Cabernet Franc

All you need to know about Torrontés: A quick guide

Torrontés is a very aromatic white grape that became widely popular in Argentina (although may have originated in Spain). If you are a fan of extreme citrus and floral flavors, this is a wine you need to get your hands on. 

A few more notes on Torrontés:

  • It is a cross of the very aromatic Muscat of Alexandria (from the Mediterranean) and Criolla Chica (Spanish Mission grape)
  • It is meant to be consumed young, so you’ll usually see recent vintages
  • Some of the most expressive Torrontés is from Salta in Argentina (though you can find it all over the country)
  • There are three strains of this grape and each has unique characteristics: Torrontés Riojano, Torrontés Sanjuanino, and Torrontés Mendocino.
  • Torrontés Riojano (from La Rioja) is said to be the most expressive with more floral aromatics and greater acidity.
  • Wines are fairly easy to find and moderately priced

The following guide will illustrate what Torrontés tastes like (aroma, flavor, and structure). It will also tell you where it’s from, provide you with common food recommendations, similar varieties, and let you know why you should be drinking more of it!

How would I describe Torrontés?

Floral

Floral floral floral. If there’s one word for this wine, this is it! It can be a love or hate relationship, as some say it reminds them of soap or intense potpourri! When made well, it’s quite beautiful! 

Fresh

Great acid and great minerality, but still a rounded texture. Tons of expressive citrus and floral notes!

Intriguing

Torrontés is a major ‘fruit basket’, along with enough minerality and acidity to keep it from being too cloying. From citrus to tropical fruit, this grape will make you think! It’s unlike any other.  

What does Torrontés taste like?

Cabernet Franc Tastes

These are the most familiar tastes and aromas I typically find in a glass of Torrontés. It’s also common to find peach, apricot, lemon, lime, yellow apple, melon, jasmine, potpourri, soap, ginger, cloves, and herbs depending upon where the wine is from, and how it is made.

Remember, wine tastes are somewhat relative. There may be some different tasting notes you consistently find while drinking Torrontés.  

What about structure?

There is no “one size fits all” when it comes to structure for every grape, however, there IS a general range when it comes to body, acid, alcohol, and tannin for each. Below are general guidelines for classic representations. Growing conditions and winemaking techniques can impact each of the following.

Medium Body

Think of that weight as a liquid scale, from water (light body) to heavy cream (full body) in your mouth. Torrontés is typically somewhere in the middle.

Body of wine

Medium Acid

You can judge acidity based on whether your mouth waters after you take a sip of something. The more you salivate, the higher the acid. Torrontés is medium to medium-plus in acid.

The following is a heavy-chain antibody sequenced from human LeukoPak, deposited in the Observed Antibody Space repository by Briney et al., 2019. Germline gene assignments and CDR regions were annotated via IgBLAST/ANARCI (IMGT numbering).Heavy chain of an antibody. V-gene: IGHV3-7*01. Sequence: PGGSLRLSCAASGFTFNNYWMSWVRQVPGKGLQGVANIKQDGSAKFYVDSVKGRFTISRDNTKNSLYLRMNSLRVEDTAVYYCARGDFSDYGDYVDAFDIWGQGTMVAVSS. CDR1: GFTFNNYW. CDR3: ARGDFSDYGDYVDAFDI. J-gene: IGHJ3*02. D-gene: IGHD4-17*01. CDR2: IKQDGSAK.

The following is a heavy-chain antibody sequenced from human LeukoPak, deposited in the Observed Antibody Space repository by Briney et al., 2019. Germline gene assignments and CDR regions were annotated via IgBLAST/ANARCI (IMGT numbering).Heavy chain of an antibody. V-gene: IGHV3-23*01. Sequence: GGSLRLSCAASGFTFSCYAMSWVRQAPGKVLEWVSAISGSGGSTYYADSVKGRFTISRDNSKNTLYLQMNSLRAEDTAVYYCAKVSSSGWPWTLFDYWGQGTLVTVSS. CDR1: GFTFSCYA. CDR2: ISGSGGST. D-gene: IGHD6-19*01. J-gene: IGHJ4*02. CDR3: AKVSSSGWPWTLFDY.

acid in wine

Medium Alcohol

You can feel alcohol ‘burn’ the back of your throat when you take a sip. Torrontés ranges, but is typically medium alcohol. 

alcohol in wine

Where is Torrontés from?

French Wine

Argentina

Primarily in: Salta and La Rioja

You can find the grape all over this region, but it thrives in the northern areas! 

SALTA: Said to have the best growing conditions for this grape, it also has the most extreme! This region has some of the highest growing conditions at 1,500-3,000m above sea level (higher than 5,200ft). The best are found within Cafayate. The climate is almost desert-like here, but the diurnal shift (or temperature change between day and night) is extreme, going from very hot to very cool temps. This gives the grape its fantastic “freshness”! 

 Torrontés is the single most widely planted variety in LA RIOJA and you can find some within the Uco Valley in Mendoza.

You can also find small amounts of Torrontés from Chile (where it’s typically used for Pisco), Uruguay, and the USA.

What food should I pair with Torrontés?

Goat cheese and wine

Curry

Why?

Intensely flavored dish and intensely flavored wine! The combo is great. Just make sure the dish isn’t too heavy. Lighter curries with lighter meats often fare better.

Lamb and wine

Ceviche

Why?

The citrus notes and balanced acid are fantastic with ceviche as well as sushi and sashimi. Being such a light and fresh wine, it complements the dish well! 

Olives and wine

Pad Thai

Why?

Again with the intensity. There’s a subtle sweetness to the wine that balances out the spice here. 

Other Pairings: Chicken, Tofu, Shrimp, Chorizo, Chinese, Peanut Dishes, Goat Cheese

What other similar varieties would I enjoy?

(common confusions)

Cabernet Sauvignon

Gewürtraminer has:

  • more spice (not oak-influenced)
  • less acid
  • typically richer in texture
Tempranillo

Viognier has:

  • typically less citrus
  • more body (fuller)
  • often oak-influenced
Tempranillo

Riesling has:

  • less aromatic intensity
  • higher acid
  • typically more petrol notes

A Certified Sommelier and Certified Specialist of Wine with a passion for everything wine + beverage!